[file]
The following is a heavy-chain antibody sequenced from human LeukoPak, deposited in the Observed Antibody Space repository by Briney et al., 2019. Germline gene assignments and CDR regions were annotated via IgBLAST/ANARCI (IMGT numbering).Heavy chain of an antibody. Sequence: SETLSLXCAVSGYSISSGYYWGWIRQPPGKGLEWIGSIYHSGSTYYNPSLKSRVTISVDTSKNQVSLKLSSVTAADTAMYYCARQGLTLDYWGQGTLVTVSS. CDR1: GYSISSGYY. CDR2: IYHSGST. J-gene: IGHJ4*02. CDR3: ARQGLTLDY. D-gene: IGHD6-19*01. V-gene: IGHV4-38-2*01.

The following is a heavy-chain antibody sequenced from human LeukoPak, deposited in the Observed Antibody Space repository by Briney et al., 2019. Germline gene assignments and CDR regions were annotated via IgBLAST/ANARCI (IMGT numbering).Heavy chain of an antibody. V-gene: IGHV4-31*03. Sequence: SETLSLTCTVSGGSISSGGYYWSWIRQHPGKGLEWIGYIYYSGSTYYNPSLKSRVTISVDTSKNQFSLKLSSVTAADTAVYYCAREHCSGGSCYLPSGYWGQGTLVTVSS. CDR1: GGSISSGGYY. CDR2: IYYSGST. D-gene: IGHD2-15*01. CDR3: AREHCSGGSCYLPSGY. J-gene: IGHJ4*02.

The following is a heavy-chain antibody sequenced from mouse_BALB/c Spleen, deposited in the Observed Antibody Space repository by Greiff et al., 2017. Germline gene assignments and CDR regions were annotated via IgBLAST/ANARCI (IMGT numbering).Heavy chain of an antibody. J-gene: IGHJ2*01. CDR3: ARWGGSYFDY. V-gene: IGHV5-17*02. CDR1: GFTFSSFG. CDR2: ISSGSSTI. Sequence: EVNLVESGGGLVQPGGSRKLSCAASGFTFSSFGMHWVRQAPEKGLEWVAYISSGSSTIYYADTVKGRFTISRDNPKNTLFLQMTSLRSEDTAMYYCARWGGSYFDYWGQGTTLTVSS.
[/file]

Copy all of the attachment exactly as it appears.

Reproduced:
The following is a heavy-chain antibody sequenced from human LeukoPak, deposited in the Observed Antibody Space repository by Briney et al., 2019. Germline gene assignments and CDR regions were annotated via IgBLAST/ANARCI (IMGT numbering).Heavy chain of an antibody. Sequence: SETLSLXCAVSGYSISSGYYWGWIRQPPGKGLEWIGSIYHSGSTYYNPSLKSRVTISVDTSKNQVSLKLSSVTAADTAMYYCARQGLTLDYWGQGTLVTVSS. CDR1: GYSISSGYY. CDR2: IYHSGST. J-gene: IGHJ4*02. CDR3: ARQGLTLDY. D-gene: IGHD6-19*01. V-gene: IGHV4-38-2*01.

The following is a heavy-chain antibody sequenced from human LeukoPak, deposited in the Observed Antibody Space repository by Briney et al., 2019. Germline gene assignments and CDR regions were annotated via IgBLAST/ANARCI (IMGT numbering).Heavy chain of an antibody. V-gene: IGHV4-31*03. Sequence: SETLSLTCTVSGGSISSGGYYWSWIRQHPGKGLEWIGYIYYSGSTYYNPSLKSRVTISVDTSKNQFSLKLSSVTAADTAVYYCAREHCSGGSCYLPSGYWGQGTLVTVSS. CDR1: GGSISSGGYY. CDR2: IYYSGST. D-gene: IGHD2-15*01. CDR3: AREHCSGGSCYLPSGY. J-gene: IGHJ4*02.

The following is a heavy-chain antibody sequenced from mouse_BALB/c Spleen, deposited in the Observed Antibody Space repository by Greiff et al., 2017. Germline gene assignments and CDR regions were annotated via IgBLAST/ANARCI (IMGT numbering).Heavy chain of an antibody. J-gene: IGHJ2*01. CDR3: ARWGGSYFDY. V-gene: IGHV5-17*02. CDR1: GFTFSSFG. CDR2: ISSGSSTI. Sequence: EVNLVESGGGLVQPGGSRKLSCAASGFTFSSFGMHWVRQAPEKGLEWVAYISSGSSTIYYADTVKGRFTISRDNPKNTLFLQMTSLRSEDTAMYYCARWGGSYFDYWGQGTTLTVSS.